On his radio show, Rush Limbaugh asserted: "Three weeks ago, you had Jim Clyburn of the Congressional Black Caucus saying, 'You know, if this report is good, it presents problems for us,' meaning the Democrat [sic] Party." In fact, Clyburn did not say that good news from Iraq is bad news for Democrats in electoral terms, but rather that a recommendation from Gen. David Petraeus against withdrawal would impede Democrats' efforts to garner support in Congress for legislation to begin withdrawal. And while Limbaugh identified Clyburn merely as "of the Congressional Black Caucus," Clyburn is also House majority whip, the third-highest position in the House.
Glenn Beck -- apparently referring to Democratic donor William Paw -- falsely stated that Paw, who Beck said had an income of $46,000, sent Clinton "I think $200,000 in donations." In fact, according to the Federal Election Commission's donor database, William Paw himself donated $4,200 to Hillary Clinton's campaign and $11,800 to all Democratic candidates beginning in October 2005, while, according to the Los Angeles Times, the seven members of the Paw family "gave $213,000, including $55,000 to Clinton and $14,000 to candidates for state-level offices in New York." Beck's guest, American Spectator's R. Emmett Tyrrell Jr., stated that Norman Hsu, a businessman and Clinton "bundler," is one of several "shadowy Asian figures" who have been involved with campaign finance violations associated with the Clintons.
An article in the latest issue of Newsweek reported on Fred Thompson's leadership of a 1997 investigation into campaign finance irregularities, asserting that "Thompson wound up losing control of the investigation, and the support of his own party," and that "Thompson has said he wanted to make sure the inquiry was fair, and not just a Republican hunting party that would be viewed with suspicion by the public." But Thompson reportedly shut down the investigation before Democrats were able to introduce evidence linking Republican lawmakers to a fundraising group that was found to have skirted campaign finance laws.
CNN's Jessica Yellin uncritically reported Sen. Mitch McConnell's claim that a recently released report on the Iraq war by the Government Accountability Office was "not equal" in significance to an upcoming report from the Bush administration because the administration's report "is written into law." In fact, the GAO report is required by the same law as the president's report.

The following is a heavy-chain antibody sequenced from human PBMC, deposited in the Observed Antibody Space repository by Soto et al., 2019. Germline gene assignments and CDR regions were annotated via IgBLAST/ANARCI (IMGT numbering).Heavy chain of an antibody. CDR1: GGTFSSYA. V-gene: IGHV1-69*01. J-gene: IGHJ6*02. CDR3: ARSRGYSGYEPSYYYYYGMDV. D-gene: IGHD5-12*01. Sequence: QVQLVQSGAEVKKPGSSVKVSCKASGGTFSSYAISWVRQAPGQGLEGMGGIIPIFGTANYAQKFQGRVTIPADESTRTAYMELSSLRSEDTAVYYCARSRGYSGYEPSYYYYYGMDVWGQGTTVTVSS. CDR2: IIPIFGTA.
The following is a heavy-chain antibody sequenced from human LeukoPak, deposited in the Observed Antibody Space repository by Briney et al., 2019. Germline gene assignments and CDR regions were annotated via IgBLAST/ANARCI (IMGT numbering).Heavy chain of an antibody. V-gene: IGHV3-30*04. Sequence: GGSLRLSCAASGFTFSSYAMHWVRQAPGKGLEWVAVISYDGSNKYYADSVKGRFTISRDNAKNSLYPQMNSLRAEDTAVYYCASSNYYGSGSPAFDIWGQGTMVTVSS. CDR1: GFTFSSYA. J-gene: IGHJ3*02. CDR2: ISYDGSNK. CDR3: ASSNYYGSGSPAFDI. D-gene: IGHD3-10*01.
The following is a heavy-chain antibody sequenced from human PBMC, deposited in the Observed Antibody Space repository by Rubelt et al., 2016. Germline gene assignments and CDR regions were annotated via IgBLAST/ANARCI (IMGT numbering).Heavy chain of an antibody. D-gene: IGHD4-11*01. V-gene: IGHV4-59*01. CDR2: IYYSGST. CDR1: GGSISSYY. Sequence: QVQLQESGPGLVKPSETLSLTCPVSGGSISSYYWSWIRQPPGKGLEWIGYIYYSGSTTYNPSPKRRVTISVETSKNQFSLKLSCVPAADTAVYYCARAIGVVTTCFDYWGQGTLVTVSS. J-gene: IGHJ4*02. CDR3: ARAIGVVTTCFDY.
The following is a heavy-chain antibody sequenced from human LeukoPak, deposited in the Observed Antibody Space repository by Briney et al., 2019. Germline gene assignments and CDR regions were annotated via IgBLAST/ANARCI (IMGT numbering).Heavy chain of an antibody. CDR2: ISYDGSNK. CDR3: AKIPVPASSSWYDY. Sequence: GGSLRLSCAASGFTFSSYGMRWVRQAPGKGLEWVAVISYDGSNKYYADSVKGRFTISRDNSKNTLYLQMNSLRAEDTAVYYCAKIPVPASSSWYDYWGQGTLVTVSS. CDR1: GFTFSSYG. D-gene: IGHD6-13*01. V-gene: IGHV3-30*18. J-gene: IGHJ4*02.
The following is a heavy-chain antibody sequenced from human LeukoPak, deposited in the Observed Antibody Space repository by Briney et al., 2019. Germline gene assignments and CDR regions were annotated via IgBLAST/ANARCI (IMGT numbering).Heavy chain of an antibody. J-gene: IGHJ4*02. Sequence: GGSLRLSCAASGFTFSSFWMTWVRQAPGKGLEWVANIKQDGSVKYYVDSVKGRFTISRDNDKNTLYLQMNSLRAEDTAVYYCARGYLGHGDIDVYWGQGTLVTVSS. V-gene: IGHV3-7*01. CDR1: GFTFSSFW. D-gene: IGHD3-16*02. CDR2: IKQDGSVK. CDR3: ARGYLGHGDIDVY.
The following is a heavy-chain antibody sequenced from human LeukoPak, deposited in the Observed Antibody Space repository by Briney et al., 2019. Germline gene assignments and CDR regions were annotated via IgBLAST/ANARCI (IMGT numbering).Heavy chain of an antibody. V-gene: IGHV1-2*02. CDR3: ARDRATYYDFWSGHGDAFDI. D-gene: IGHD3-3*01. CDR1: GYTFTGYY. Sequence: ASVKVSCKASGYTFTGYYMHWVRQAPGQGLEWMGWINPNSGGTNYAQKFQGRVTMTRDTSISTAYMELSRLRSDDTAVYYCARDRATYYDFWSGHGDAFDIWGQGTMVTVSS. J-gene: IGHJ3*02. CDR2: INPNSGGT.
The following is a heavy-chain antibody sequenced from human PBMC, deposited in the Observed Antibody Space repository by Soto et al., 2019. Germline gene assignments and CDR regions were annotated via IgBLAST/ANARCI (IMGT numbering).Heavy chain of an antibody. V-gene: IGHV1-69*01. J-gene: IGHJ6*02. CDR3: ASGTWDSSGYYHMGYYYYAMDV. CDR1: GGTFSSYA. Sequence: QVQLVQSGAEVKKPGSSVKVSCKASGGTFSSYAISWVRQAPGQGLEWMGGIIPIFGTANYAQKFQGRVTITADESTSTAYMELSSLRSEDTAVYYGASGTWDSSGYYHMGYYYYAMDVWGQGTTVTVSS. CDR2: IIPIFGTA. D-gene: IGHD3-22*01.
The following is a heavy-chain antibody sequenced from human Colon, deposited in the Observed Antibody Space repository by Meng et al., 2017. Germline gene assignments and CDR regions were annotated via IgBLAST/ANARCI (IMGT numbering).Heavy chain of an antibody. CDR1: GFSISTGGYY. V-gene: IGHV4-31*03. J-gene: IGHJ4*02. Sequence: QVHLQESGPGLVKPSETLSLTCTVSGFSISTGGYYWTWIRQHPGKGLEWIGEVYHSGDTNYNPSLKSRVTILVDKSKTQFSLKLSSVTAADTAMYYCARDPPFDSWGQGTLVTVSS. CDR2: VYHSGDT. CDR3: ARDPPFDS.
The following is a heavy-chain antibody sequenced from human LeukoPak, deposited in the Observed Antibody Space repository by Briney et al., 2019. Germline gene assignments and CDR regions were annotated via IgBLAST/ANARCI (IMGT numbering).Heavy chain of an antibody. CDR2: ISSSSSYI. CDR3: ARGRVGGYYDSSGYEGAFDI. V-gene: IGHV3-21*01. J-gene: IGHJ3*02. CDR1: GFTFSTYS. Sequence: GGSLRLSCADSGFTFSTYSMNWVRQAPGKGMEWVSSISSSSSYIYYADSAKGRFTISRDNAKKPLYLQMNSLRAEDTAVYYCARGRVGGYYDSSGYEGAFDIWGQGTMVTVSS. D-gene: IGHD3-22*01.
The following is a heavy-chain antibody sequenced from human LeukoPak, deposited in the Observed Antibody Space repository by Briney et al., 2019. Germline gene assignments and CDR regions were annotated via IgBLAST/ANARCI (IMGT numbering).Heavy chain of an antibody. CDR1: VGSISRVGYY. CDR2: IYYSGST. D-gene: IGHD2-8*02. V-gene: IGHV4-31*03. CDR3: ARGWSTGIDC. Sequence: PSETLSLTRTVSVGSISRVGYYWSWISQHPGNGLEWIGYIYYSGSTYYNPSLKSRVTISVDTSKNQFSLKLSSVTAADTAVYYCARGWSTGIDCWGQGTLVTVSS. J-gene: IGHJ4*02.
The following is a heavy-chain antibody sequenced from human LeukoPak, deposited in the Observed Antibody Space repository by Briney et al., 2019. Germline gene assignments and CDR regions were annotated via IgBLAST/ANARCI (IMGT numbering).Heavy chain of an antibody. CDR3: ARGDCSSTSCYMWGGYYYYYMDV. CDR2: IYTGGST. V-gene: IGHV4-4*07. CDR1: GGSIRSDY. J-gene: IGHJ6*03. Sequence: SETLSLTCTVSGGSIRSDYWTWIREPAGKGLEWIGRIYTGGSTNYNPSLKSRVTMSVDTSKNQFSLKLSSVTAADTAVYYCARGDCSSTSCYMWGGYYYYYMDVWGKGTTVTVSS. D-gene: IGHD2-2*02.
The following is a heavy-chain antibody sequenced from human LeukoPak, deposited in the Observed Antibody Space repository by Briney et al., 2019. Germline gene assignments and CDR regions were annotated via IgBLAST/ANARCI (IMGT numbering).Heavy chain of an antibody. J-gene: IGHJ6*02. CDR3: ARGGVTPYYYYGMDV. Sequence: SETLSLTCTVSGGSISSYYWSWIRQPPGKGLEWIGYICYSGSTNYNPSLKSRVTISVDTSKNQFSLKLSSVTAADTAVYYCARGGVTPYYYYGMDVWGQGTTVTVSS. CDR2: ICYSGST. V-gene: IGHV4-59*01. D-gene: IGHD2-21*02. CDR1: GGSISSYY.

A Washington Post editorial arguing for legally mandated full disclosure of campaign donation "bundlers" left out key facts about the two cases that it cited, Geoffrey Fieger and Norman Hsu. The editorial did not note that prosecutors have reportedly confirmed that John Edwards' campaign was unaware of alleged illegal contributions made by Fieger and absolved the campaign of any wrongdoing; similarly, the editorial failed to note that the Wall Street Journal article it cited offered no evidence implicating Hillary Clinton with regard to Hsu.
The Washington Times claimed that Norman Hsu "donated more than $1 million to senior Democrats, including the presidential campaigns of Sens. Hillary Rodham Clinton of New York and Barack Obama of Illinois." The article later claimed, providing no evidence, that "[s]ome of Mr. Hsu's donations were made through several people" -- which would presumably be a violation of federal law. In fact, Hsu himself has reportedly donated $255,000 to federal candidates since 2003," and has acted as a "bundler," soliciting friends and associates to make contributions to certain candidates with their own money, which, when added to Hsu's own donations, total more than $1 million. Bundling itself is not illegal, but as The New York Times noted, it is "illegal for a bundler to reimburse a contributor."